I read this book because I love Robert Harris' Pompeii and wanted to see if another book by Robert was as good. Absolutely amazing read, kept me thinking and guessing. I used to do most of my reading on my train journey to work and a few times I almost missed my stop because I was so engrossed! As much as I enjoyed this book, My fave is still Pompeii.
Nick Marsh
This book explores a frighteningly clever idea: what if Stalin, the lord of genocide, had left a son behind him? Who would be interested in locating this limited intelligence young man in some dark corner of Russia, and what would they do with him?
Robert Harris published the story in 1998, obviously without imagining how things would turn out sixteen years later in the rise of the current Kremlin regime. One of the fascinating things about this young Stalin is that his voice sounds exactly like
Set in Yeltsin's Russia, Archangel is an intellingent, tightly-plotted literary page-turner, revolving around the discovery of a secret notebook belonging to Stalin and kept hidden from the world for sixty years.

Fluke Kelso, its hero, is a populist historian whose career has never really lived up to its early promise. But when he is accosted by a veteran of Stalin's labour camps while attending a conference in Moscow, it seems as if fate may have finally graced him an opportunity to transform h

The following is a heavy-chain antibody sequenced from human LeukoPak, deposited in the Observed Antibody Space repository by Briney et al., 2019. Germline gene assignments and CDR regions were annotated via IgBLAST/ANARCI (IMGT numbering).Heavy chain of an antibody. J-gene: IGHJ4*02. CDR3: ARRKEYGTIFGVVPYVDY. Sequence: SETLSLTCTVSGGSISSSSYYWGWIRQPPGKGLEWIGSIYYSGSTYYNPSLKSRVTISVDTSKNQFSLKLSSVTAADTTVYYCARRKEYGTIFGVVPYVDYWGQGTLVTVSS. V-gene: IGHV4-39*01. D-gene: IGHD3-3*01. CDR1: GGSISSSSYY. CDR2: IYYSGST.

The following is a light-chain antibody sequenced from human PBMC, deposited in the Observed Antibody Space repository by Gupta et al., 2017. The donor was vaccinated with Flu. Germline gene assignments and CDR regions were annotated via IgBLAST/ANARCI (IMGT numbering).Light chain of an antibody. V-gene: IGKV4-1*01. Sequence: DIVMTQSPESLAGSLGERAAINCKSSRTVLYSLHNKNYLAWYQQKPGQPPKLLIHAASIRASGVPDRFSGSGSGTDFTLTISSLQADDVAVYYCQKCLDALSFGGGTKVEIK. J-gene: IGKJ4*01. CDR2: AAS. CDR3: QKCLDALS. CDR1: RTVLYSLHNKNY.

In cleaning through my apartment I have found an old treasure-trove of book related papers, including my “books read” list from 1999-2000. In addition to listing the books, I wrote about 2-3 sentences to myself – sometimes they were plot reminders, sometimes commentary on the books. They were not intended to be read by anyone other than myself. I don’t imagine these will be very helpful to anyone else, but I’m posting them here for two reasons: first, to keep my reviews/comments in one place now ...more
Not bad, even though predictable enough - but its most major flaw, one that set my teeth on edge throughout was the choice of main character, this Fluke guy, who was unbelievably annoying. I can deal with main characters who aren't likable, even if this is a weird choice for a thriller, but when nearly everything is presented from his point of view, and you can't abide him worth a damn, it gets tiresome pretty quickly. So at one point, I started skipping his ramblings/pity parties/opinions to ge ...more
“But clever people all make one mistake. They all think everyone else is stupid. And everyone isn't stupid. They just take a bit more time, that's all.”

The story revolves around a historian Fluke Kelso and four days in his life in Russia. Fluke is in Moscow to attend a conference about the opening up of Russia's archives when he is visited in his hotel room by an old man who claims to have been present at the death of Stalin and assisted in the concealment of a secret Stalin notebook. Kelso has